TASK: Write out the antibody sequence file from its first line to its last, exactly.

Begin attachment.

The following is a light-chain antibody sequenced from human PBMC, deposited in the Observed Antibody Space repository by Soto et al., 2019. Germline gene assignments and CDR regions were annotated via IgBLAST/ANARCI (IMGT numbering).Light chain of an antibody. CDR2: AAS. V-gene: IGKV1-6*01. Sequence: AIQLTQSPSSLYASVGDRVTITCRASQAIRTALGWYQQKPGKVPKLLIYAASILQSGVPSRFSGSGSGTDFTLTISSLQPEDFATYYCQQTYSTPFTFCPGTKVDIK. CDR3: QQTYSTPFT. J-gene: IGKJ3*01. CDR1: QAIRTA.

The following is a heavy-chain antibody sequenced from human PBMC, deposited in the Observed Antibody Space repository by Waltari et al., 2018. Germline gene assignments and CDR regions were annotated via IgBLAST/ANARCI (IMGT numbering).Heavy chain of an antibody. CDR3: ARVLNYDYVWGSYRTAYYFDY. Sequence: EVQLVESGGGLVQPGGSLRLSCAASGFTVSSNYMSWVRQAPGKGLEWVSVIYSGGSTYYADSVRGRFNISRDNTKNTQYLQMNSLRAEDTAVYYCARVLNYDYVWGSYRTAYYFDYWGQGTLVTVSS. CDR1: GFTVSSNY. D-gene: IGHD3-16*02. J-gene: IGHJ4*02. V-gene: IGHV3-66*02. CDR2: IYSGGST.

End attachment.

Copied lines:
The following is a light-chain antibody sequenced from human PBMC, deposited in the Observed Antibody Space repository by Soto et al., 2019. Germline gene assignments and CDR regions were annotated via IgBLAST/ANARCI (IMGT numbering).Light chain of an antibody. CDR2: AAS. V-gene: IGKV1-6*01. Sequence: AIQLTQSPSSLYASVGDRVTITCRASQAIRTALGWYQQKPGKVPKLLIYAASILQSGVPSRFSGSGSGTDFTLTISSLQPEDFATYYCQQTYSTPFTFCPGTKVDIK. CDR3: QQTYSTPFT. J-gene: IGKJ3*01. CDR1: QAIRTA.

The following is a heavy-chain antibody sequenced from human PBMC, deposited in the Observed Antibody Space repository by Waltari et al., 2018. Germline gene assignments and CDR regions were annotated via IgBLAST/ANARCI (IMGT numbering).Heavy chain of an antibody. CDR3: ARVLNYDYVWGSYRTAYYFDY. Sequence: EVQLVESGGGLVQPGGSLRLSCAASGFTVSSNYMSWVRQAPGKGLEWVSVIYSGGSTYYADSVRGRFNISRDNTKNTQYLQMNSLRAEDTAVYYCARVLNYDYVWGSYRTAYYFDYWGQGTLVTVSS. CDR1: GFTVSSNY. D-gene: IGHD3-16*02. J-gene: IGHJ4*02. V-gene: IGHV3-66*02. CDR2: IYSGGST.